Thomas Jefferson’s Monticello

After a couple of very cold nights up in Shenandoah National Park, Charlotte and I decided it might be time to head toward the beach and thaw out. (I must digress to warn anyone who plans to take a road trip, that you should check the night time minimum temps, not just the daily highs).

We got our maps out and plotted a course for Virginia Beach. Seeing that it would take as right through Charlottesville, I immediately knew we had to spend a day there checking out Thomas Jefferson’s Monticello.

You see I’d heard about Monticello during my road trip down in these parts last year, but hadn’t been in the right area to check it out.

We spent the night in a gorgeous little spot nestled by a lake. There were birds, squirrels and we came across a big buck during our evening stroll. We both woke rested and ready to take on the world! On the way to Monticello, we were told we should stop in at Michie Tavern and grab an old-style southern lunch. This tavern is over two hundred years old! (in fact it was built a few years before Australia was even discovered!) The food was actually pretty good… deep fried chicken, bbq pork and the veggies were all cooked like my grandma makes ‘em – that’s to say, rather squishy.

This is a tea brick - used in place of currency back in the early days.

Next on our list was Monticello. To set the scene, it’s a mansion designed by Thomas Jefferson. It sits atop a cute little rounded hill, rising out of open forests not unlike those we see around Toronto’s rivers. For some readers of this blog not from America (perhaps most?!), you may only know of Thomas Jefferson as being the man who wrote America’s Declaration of Independence. Well let me tell you, he was many more things… The third President of the United States, an architect, gardener, scientist & botanist, inventor, plantation owner, and founder of the University of Virginia.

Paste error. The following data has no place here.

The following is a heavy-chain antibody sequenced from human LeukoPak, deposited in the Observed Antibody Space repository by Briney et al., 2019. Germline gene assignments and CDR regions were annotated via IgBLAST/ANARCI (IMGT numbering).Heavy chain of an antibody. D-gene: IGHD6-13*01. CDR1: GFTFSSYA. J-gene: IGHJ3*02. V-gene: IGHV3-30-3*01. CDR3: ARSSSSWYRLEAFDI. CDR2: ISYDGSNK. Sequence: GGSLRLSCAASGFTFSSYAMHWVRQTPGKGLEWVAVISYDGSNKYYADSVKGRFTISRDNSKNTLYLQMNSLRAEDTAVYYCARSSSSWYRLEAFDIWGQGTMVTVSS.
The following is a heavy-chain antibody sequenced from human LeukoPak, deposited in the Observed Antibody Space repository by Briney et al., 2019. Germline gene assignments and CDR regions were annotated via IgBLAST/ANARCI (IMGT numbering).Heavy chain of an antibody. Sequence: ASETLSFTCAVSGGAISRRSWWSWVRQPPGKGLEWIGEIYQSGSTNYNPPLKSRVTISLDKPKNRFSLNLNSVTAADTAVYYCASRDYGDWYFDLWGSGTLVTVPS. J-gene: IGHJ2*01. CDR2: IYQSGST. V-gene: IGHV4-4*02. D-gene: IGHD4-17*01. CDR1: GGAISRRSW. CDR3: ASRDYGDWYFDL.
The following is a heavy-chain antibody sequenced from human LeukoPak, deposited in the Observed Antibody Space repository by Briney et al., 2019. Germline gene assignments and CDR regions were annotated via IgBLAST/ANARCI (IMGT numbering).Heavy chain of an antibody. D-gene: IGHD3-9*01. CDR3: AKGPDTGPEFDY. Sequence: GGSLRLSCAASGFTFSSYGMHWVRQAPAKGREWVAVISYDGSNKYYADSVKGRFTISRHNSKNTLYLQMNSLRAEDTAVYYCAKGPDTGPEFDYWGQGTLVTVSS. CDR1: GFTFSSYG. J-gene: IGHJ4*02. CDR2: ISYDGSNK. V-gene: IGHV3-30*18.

As we arrived on “the little mountain” (Monticello translation is little mountain) we were struck by the grandeur, serenity and natural beauty of the location. It was one of those sun-drenched but crisp days.. you know, where the sun is on your face but your butt’s a little chilly!

We decided to wander on the southern side of the mountain where the sun was a little warmer. This was where Thomas spent each evening, sitting in a small (20”X20”) window filled brick building amidst his garden, no doubt pondering his many ideas (we’re standing in it for the photo above – and yes, I need to shave). Charlotte and I sat there for some time soaking up the atmosphere. The gardens are still used and the produce gathered is shared among the staff to this day.

Below his garden the vineyard begins and falls down the slope deep into the valley. We wandered among the vines and then found ourselves amongst peach trees. When we returned to the top of the mountain we were ready for our guided tour of the house.

The tour took us through each room of the main floor, with all wall dressings, paintings, artifacts and maps being pointed out and explained to us by the guide. The main floor was packed with fascinating relics from America’s early years. We both found the tour fascinating and a very powerful way to be able to step back into the days of when the home was lived in.

As a bonus we thought we’d include some photos we took at a winery the following day… More about our road trip soon… coming up is “Nights in Rodanthe”.